It is Autumn in Sydney and the Future of Financial Advice (FoFA) finish line is in sight. After a long consultation period, two different ministers, and a new government, the profession is set to receive the draft FoFA regulations. This will not only be a benchmark of our collective lobbying efforts but, more importantly, will see (we hope) the rhetoric of FoFA match its strategic intent.

On Anzac Day 2010, the Association of Financial Advisers (AFA) welcomed the broad thrust of the FoFA changes and we have worked hard to ensure that the broad intent is not hijacked by vested interests.

The key intent of FoFA since the outset has been to ensure that:

• financial advice is in the best interests of consumers;

• remains accessible; and

• professionalism increases, so as to rebuild the trust of the community.

A number of key issues have emerged during the consultation phase that need to be added to the mix. The first is that the number of Australians who receive advice is approximately two in 10 (AFA Back to Basics Research, 2010). This is a shockingly low number and yet the evidence from those who get advice demonstrates that the benefits go beyond financial issues into happiness, peace of mind and a sense of control.

The fact that advice is good for you has never been in doubt for the 16,000 financial advisers that operate in the market place. The fact that through our research we have now proven this value is a critical piece of the puzzle – because the tone of Ripoll and FoFA positioned the profession as needing a “serious” clean up; as though all were responsible for the failures of Storm, Opes Prime, Centro, the agribusiness sector and so on.

Although this tone has softened over the past 12 months, let’s remember that the Financial Services Reform Act (FSRA), the most recent piece of regulatory change for the profession, tried to address a number of big issues under the guiding principle of “clear, concise and effective” disclosure – and we all know where that regime has taken us.

A strong, sensible voice at the FoFA table is critical for advisers, licensees and most importantly their clients, because long after the FoFA caravan – with all its current advocates, champions and detractors – moves on, they are the ones who will “pay the price” for well-intentioned but ultimately poor regulation.

Recent media reports have revealed what those of us operating in the advice industry have known for quite some time: the cost of “opt-in” is high – for advisers, for consumers and for the industry.

In reporting to the Senate Estimates Parliamentary Committee, Treasury conservatively estimated the cost to advisers at around $100 a client – adding about $100,000 a year to the running costs of an “average” financial advice business. Who will foot the bill? Advisers, who have already borne a hefty reputational cost, will have to build it into the price they charge clients. And, following the death of commissions, this means an additional out-of-pocket expense to clients.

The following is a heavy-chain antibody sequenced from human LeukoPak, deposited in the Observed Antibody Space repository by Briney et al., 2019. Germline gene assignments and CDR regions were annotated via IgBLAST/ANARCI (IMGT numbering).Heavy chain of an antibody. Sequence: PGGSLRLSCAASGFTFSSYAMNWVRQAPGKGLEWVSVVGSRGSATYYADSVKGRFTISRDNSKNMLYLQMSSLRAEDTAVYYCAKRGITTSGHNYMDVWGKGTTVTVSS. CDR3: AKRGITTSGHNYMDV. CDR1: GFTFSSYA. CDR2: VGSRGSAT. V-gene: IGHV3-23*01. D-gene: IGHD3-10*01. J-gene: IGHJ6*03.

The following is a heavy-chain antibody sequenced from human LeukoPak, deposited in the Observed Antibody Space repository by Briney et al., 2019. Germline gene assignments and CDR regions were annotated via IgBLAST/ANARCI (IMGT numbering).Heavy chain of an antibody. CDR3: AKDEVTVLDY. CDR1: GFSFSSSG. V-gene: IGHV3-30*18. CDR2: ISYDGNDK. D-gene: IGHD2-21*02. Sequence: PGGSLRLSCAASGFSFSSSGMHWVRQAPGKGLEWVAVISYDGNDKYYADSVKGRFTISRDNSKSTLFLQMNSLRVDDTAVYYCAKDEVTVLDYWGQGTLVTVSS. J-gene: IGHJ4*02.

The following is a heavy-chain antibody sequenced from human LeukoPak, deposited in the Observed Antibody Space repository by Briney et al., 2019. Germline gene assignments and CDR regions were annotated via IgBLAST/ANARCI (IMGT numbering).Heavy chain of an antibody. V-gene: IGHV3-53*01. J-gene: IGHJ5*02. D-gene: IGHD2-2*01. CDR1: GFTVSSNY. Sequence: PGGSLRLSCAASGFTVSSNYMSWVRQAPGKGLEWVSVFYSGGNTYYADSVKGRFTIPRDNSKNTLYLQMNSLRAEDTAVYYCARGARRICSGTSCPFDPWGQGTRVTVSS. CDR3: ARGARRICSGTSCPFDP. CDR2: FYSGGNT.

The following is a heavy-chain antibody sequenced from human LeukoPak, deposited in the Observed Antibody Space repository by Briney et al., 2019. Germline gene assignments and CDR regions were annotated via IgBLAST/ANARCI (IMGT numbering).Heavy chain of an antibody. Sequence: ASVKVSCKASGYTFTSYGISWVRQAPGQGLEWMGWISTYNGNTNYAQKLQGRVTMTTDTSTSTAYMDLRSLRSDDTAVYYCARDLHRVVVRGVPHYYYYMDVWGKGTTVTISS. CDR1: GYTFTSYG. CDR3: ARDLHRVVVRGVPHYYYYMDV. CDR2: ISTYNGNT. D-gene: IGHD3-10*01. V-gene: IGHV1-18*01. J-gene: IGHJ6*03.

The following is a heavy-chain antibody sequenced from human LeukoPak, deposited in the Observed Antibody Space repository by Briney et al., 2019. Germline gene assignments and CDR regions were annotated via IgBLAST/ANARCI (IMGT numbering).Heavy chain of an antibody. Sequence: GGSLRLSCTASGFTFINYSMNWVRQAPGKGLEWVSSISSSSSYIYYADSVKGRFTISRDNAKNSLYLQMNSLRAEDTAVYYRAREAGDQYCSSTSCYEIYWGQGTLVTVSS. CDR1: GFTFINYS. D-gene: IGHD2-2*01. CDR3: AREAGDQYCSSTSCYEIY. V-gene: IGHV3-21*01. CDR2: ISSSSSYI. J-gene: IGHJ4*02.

Bottom line, the very people the FoFA reforms were designed to protect will have increased costs, therefore introducing price barriers to accessing financial advice.

While the AFA admires the co-operative approach taken by Treasury and the Government on the FoFA reforms, and is working with them to provide input about their impact on advisers and their clients, it is time to call opt-in for what it is: bad policy.

There is no law currently operating that compels consumers to have a conversation with a service provider in order to continue with a service. The AFA believes opt-in is an unnecessary imposition on advisers and on consumers who already have the right to change advisers if they see fit. Consumers will also continue to be protected by an adviser’s obligation to act in their best interests – an obligation that has always been on advisers and which will be cemented with the implementation of a fiduciary duty.

In January this year, the AFA released its groundbreaking Tides of Change research, commissioned in partnership with NAB Financial Planner Banking and conducted by CoreData/brandmanagement. The aim of the research was to better understand the current mindset of advisers and their views about the impact of the impending FoFA reforms.

According to the research, the most contentious of the FoFA reforms for advisers is opt-in. Respondents are most opposed to the proposed requirement for clients to opt-in annually, with three in five (59.2 per cent) giving it a rating of between zero and three out of 10. Practice principals are the most likely to oppose the reform (64.5 per cent).

The problem for advisers with opt-in, particularly annual opt-in, is the red-tape war it will unleash. This means that advisers will only be able to deal with higher value clients and will stop advising lower value clients because they can’t afford to service them.

At a business industry level, opt-in will increase paperwork, drive up costs, reduce the adviser’s capacity to service clients and consequently undermine the long-term nature of advice.

As our research reveals: “Had the opt-in requirement existed at the height of the GFC, many advisers’ clients – having experienced significant portfolio losses, as most people did – would have chosen to cut their losses and run. They would have declined to opt-in and instead run for cover, and would now be considerably worse off for the decision.”

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